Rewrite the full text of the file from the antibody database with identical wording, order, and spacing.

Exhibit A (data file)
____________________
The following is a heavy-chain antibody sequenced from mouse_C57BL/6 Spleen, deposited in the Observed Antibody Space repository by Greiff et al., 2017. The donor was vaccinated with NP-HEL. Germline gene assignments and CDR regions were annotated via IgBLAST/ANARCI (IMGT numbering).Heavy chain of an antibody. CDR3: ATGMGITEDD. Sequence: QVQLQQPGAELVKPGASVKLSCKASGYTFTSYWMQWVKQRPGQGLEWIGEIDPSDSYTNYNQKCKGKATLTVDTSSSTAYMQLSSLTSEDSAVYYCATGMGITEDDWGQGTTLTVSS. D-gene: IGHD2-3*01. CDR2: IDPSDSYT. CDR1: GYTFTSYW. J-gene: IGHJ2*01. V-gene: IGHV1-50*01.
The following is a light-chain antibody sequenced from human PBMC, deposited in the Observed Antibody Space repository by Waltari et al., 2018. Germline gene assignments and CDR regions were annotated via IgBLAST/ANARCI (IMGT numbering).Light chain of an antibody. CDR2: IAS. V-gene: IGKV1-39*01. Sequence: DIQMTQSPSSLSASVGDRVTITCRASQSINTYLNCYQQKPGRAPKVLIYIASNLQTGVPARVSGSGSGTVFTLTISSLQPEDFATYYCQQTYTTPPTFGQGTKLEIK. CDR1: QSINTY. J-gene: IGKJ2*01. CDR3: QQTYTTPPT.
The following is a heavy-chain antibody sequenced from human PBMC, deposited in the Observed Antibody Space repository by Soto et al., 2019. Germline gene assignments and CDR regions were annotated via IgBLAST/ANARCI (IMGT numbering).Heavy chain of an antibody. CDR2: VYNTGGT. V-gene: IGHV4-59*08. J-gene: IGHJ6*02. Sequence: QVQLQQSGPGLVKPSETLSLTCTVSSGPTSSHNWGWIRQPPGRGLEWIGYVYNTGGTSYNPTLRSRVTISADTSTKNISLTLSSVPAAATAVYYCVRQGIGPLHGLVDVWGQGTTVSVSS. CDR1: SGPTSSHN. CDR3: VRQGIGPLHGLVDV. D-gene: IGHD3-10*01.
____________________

The following is a heavy-chain antibody sequenced from mouse_C57BL/6 Spleen, deposited in the Observed Antibody Space repository by Greiff et al., 2017. The donor was vaccinated with NP-HEL. Germline gene assignments and CDR regions were annotated via IgBLAST/ANARCI (IMGT numbering).Heavy chain of an antibody. CDR3: ATGMGITEDD. Sequence: QVQLQQPGAELVKPGASVKLSCKASGYTFTSYWMQWVKQRPGQGLEWIGEIDPSDSYTNYNQKCKGKATLTVDTSSSTAYMQLSSLTSEDSAVYYCATGMGITEDDWGQGTTLTVSS. D-gene: IGHD2-3*01. CDR2: IDPSDSYT. CDR1: GYTFTSYW. J-gene: IGHJ2*01. V-gene: IGHV1-50*01.
The following is a light-chain antibody sequenced from human PBMC, deposited in the Observed Antibody Space repository by Waltari et al., 2018. Germline gene assignments and CDR regions were annotated via IgBLAST/ANARCI (IMGT numbering).Light chain of an antibody. CDR2: IAS. V-gene: IGKV1-39*01. Sequence: DIQMTQSPSSLSASVGDRVTITCRASQSINTYLNCYQQKPGRAPKVLIYIASNLQTGVPARVSGSGSGTVFTLTISSLQPEDFATYYCQQTYTTPPTFGQGTKLEIK. CDR1: QSINTY. J-gene: IGKJ2*01. CDR3: QQTYTTPPT.
The following is a heavy-chain antibody sequenced from human PBMC, deposited in the Observed Antibody Space repository by Soto et al., 2019. Germline gene assignments and CDR regions were annotated via IgBLAST/ANARCI (IMGT numbering).Heavy chain of an antibody. CDR2: VYNTGGT. V-gene: IGHV4-59*08. J-gene: IGHJ6*02. Sequence: QVQLQQSGPGLVKPSETLSLTCTVSSGPTSSHNWGWIRQPPGRGLEWIGYVYNTGGTSYNPTLRSRVTISADTSTKNISLTLSSVPAAATAVYYCVRQGIGPLHGLVDVWGQGTTVSVSS. CDR1: SGPTSSHN. CDR3: VRQGIGPLHGLVDV. D-gene: IGHD3-10*01.